Via Veneto

Showing all 2 results

Villa Borghese – Rome

Rome - Villa Borghese - Water view
Rome - Villa Borghese - viewRome - Villa Borghese - TempleRome - Villa Borghese - garden

Located north of the famous Spanish Steps Villa Borghese is the third largest public park in Rome. The stunning park offers the visitors a breath-taking view over the Eternal City from the Pincio (Pincian Hill of ancient Rome). However this is not the only attraction that Villa Borghese presents; the park houses a lake, temples, statues, fountains and museums.

There are two main entrances to the Villa: from Piazzale Flaminio, near Piazza del Popolo, and from Porta Pinciana situated at the end of Via Veneto.

In the late Roman Republic period this area was known as Gardens of Lucullus. During the 16th century it became a vineyard and in 1605 Cardinal Scipione Borghese turned it into a landscape garden, the biggest built in Rome since the Roman period. The park was developed for the Villa Borghese Pinciana (Borghese Villa on the Pincian Hill) that the Cardinal used both as party villa and to display his art collection. The Cardinal himself prepared some sketches for the project.

During the 18th century an artificial lake was created in the middle of the park; a century later the gardens were remodeled in a more natural way following the English taste.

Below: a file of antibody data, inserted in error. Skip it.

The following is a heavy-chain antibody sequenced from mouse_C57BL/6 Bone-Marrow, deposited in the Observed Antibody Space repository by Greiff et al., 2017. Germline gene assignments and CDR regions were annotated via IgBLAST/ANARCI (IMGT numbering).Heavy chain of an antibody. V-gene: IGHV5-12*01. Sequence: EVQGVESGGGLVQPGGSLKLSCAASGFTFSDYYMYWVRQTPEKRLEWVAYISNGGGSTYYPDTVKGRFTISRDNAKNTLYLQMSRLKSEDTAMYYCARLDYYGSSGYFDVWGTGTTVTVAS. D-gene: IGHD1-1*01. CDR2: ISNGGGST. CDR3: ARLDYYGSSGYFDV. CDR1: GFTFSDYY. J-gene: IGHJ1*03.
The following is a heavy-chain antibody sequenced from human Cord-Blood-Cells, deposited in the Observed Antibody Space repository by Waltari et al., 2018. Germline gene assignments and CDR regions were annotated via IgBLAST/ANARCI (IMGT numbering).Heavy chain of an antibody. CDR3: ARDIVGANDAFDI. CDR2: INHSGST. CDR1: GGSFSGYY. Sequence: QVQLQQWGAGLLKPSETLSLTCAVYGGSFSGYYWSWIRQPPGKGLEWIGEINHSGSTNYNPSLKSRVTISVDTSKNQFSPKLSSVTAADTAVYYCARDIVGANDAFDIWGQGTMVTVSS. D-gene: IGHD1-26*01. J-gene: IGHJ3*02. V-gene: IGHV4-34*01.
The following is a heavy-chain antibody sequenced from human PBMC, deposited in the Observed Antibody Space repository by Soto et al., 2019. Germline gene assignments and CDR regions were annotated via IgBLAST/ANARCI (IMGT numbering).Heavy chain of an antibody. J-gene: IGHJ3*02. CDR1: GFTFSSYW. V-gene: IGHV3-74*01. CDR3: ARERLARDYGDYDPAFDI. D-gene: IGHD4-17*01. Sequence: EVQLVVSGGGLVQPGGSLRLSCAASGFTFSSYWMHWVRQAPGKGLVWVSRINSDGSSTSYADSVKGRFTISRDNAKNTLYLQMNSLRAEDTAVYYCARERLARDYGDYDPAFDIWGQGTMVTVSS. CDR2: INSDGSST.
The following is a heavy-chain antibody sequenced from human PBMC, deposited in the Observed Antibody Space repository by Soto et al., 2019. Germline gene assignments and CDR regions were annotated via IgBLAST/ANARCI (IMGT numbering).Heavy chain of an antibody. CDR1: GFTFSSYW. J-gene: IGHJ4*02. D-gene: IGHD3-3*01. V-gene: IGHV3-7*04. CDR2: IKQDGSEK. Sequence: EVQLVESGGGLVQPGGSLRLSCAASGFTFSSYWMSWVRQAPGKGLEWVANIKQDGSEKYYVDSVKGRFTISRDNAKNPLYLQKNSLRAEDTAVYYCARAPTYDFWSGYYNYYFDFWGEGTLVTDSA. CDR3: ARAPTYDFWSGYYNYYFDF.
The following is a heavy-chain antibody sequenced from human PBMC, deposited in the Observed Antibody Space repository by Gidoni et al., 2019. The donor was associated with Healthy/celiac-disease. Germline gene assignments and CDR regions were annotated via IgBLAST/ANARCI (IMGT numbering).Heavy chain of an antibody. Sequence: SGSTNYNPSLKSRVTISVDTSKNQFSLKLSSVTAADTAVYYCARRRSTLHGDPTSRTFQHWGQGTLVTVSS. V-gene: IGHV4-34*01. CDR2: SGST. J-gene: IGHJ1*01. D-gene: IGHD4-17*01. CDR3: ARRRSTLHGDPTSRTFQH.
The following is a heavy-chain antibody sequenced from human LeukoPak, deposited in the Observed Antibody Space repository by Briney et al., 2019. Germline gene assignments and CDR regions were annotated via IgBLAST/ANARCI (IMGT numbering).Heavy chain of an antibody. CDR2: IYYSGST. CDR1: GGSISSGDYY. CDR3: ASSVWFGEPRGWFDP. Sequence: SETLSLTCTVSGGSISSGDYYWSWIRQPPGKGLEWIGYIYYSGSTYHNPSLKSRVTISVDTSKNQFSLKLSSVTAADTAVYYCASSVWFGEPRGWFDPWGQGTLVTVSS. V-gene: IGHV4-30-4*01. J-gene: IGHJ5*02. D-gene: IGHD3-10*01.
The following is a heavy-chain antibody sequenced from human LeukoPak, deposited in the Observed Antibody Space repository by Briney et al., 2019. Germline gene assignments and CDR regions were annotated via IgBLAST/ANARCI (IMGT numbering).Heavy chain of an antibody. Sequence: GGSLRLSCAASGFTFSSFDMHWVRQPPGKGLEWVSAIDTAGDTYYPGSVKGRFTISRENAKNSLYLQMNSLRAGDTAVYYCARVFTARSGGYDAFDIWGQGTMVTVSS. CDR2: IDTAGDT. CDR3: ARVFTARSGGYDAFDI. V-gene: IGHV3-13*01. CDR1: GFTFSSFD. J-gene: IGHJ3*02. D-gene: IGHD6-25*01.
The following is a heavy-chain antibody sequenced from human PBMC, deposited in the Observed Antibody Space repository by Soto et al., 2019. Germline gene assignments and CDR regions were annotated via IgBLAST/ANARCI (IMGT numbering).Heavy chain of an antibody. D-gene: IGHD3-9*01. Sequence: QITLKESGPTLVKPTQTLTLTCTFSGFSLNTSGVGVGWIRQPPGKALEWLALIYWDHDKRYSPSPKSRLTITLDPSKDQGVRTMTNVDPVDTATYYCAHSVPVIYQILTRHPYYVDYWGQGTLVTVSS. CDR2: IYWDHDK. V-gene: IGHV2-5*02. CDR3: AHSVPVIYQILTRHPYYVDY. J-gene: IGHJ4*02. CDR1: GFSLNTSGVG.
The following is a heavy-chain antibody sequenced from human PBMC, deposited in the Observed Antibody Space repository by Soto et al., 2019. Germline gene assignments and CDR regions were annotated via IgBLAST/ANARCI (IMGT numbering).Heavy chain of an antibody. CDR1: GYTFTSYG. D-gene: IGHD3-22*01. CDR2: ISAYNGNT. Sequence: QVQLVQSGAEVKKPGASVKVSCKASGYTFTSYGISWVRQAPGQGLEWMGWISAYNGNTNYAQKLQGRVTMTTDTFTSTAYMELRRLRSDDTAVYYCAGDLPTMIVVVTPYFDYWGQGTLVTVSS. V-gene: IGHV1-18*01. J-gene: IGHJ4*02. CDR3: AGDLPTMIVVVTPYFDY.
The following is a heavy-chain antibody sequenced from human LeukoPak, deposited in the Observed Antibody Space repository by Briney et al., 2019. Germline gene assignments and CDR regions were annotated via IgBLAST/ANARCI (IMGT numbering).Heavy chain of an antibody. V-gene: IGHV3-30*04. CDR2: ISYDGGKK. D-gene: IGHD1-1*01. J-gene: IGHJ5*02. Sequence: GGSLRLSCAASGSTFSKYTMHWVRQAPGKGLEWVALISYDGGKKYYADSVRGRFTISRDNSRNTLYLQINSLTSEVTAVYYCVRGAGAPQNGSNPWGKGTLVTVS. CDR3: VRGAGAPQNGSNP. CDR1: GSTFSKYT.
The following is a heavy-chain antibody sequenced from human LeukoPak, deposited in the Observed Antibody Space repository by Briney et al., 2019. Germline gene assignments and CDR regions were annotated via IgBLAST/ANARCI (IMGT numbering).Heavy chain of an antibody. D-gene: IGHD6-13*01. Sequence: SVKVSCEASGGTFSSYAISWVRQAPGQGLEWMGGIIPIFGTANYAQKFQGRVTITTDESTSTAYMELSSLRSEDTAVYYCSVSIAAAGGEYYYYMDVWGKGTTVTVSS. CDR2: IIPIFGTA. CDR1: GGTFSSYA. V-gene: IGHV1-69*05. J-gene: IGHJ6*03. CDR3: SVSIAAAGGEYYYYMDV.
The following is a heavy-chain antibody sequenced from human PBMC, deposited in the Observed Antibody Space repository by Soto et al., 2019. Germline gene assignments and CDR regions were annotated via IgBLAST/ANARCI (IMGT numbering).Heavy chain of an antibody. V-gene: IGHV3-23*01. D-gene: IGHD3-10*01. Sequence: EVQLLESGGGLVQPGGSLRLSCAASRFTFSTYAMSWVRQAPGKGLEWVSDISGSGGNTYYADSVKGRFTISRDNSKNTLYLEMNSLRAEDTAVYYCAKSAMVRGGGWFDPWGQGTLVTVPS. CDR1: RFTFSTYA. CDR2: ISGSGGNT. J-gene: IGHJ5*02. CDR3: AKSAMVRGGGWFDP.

In 1903 the city of Rome bought the Villa from the Borghese family and opened it to the public. Few years later, in 1911, the park housed the World Exposition; many of the pavilions built still exist. Here is located the Galleria Nazionale d’Arte Moderna.

Read More

The Galleria Borghese is the most famous museum between the ones present in the park. It is housed in the Villa Borghese Pinciana and showcases a stunning collection of sculptures and paintings from masters like Canova, Bernini, Titian and Rafael.

The park accommodates also the Museo Nazionale Etrusco.

Walking around the park visitors can enjoy the view of a gorgeous amphitheatre (Piazza di Siena), the 18th century Arch of Settimio Severo and a beautiful botanical garden.

The original Triton statues of the Moor Fountain of Piazza Navona were brought here while in the fountain are now display replicas from the 19th century.

Capuchin Crypt – Rome

Rome - Cripta Cappuccini - interior
Rome - Cripta Cappuccini - particularRome - Cripta Cappuccini - ossuaryRome - Cripta Cappuccini - chapel

Concealed under the 17th century church of Santa Maria della Concezione dei Cappucini there is the unique Capuchin Crypt. Located in the elegant Via Veneto, near the beautiful Piazza Barberini, the Crypt is decorated with bones of almost 4000 Capuchin friars.

In 1631 the monks left their old monastery and moved here.

Pope Urban VII requested that the soil of the crypt should be brought from Jerusalem.

The Capuchins transported with them the remains of 300 friars; it was Fr. Michael of Bergamo that took care of the arrangement of the deceased monks’ bones.

Since the beginnings the Order stressed out that the bones are shown in order to make the people reflect on subjects of life and death and not to frighten.

Things to see

The Capuchin Crypt is a small site composed by six little chapels.

Many of the bones are nailed to the walls forming elaborate decors or are hanging out of the ceiling being used as light fixtures.

Only the Mass Chapel does not contain bones; the chapel was in fact used to celebrate Mass and after the battle of Porta Pia it was also utilized to bury the Papal infantry that died defending the Papal States.

The other five chapels contain the bones of the friars died between 1528 and 1870.